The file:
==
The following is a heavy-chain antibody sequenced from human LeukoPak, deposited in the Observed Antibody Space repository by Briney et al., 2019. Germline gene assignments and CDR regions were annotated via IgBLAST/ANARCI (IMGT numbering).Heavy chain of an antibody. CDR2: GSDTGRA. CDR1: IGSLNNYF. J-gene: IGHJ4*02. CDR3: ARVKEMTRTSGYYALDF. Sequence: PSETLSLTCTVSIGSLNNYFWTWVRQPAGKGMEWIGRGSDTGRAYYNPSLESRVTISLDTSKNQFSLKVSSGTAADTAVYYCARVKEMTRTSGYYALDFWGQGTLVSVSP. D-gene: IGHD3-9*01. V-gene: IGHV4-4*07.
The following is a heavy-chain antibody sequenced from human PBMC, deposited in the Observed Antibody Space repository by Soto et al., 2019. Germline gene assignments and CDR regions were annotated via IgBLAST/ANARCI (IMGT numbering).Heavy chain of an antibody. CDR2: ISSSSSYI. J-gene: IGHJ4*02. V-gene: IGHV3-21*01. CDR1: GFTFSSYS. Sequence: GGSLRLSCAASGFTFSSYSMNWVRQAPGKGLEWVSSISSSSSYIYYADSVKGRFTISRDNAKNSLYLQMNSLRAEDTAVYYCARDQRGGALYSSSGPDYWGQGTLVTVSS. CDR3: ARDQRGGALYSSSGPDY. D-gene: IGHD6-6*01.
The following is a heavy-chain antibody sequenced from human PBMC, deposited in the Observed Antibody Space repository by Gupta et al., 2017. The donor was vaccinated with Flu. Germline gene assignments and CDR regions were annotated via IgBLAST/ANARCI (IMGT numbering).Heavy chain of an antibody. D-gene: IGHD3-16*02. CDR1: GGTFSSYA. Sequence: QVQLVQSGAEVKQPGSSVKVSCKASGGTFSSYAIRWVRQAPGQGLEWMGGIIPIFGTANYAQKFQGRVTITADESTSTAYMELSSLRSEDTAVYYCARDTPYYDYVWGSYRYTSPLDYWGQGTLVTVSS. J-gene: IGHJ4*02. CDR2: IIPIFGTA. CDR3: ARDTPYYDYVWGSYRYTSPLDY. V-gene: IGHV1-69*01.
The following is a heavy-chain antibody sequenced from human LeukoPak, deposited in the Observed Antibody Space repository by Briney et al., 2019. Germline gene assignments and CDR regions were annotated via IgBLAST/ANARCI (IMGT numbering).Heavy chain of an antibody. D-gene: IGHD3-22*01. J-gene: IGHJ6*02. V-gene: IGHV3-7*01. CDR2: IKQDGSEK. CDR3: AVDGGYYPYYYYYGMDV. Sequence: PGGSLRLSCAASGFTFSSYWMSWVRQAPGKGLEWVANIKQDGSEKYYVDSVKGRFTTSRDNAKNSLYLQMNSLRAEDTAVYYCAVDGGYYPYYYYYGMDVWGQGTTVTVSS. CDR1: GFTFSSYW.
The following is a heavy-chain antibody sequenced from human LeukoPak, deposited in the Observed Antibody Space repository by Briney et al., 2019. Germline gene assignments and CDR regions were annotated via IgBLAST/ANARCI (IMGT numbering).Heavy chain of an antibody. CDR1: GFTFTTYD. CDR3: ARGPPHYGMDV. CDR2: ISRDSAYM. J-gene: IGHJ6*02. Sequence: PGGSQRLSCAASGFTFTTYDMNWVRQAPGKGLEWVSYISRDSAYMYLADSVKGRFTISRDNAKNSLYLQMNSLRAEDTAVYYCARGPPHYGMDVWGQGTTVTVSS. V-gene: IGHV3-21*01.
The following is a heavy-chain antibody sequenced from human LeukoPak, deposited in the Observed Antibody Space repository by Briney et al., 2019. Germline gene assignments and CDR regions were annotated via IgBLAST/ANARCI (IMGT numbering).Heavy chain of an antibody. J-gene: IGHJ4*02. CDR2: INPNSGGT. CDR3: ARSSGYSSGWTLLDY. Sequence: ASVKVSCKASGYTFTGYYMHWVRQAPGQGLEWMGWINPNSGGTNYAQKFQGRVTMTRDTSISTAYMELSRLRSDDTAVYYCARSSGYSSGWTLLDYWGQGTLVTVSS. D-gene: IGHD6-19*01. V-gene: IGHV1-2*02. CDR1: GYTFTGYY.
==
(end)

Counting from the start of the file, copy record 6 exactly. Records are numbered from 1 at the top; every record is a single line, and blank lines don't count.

The following is a heavy-chain antibody sequenced from human LeukoPak, deposited in the Observed Antibody Space repository by Briney et al., 2019. Germline gene assignments and CDR regions were annotated via IgBLAST/ANARCI (IMGT numbering).Heavy chain of an antibody. J-gene: IGHJ4*02. CDR2: INPNSGGT. CDR3: ARSSGYSSGWTLLDY. Sequence: ASVKVSCKASGYTFTGYYMHWVRQAPGQGLEWMGWINPNSGGTNYAQKFQGRVTMTRDTSISTAYMELSRLRSDDTAVYYCARSSGYSSGWTLLDYWGQGTLVTVSS. D-gene: IGHD6-19*01. V-gene: IGHV1-2*02. CDR1: GYTFTGYY.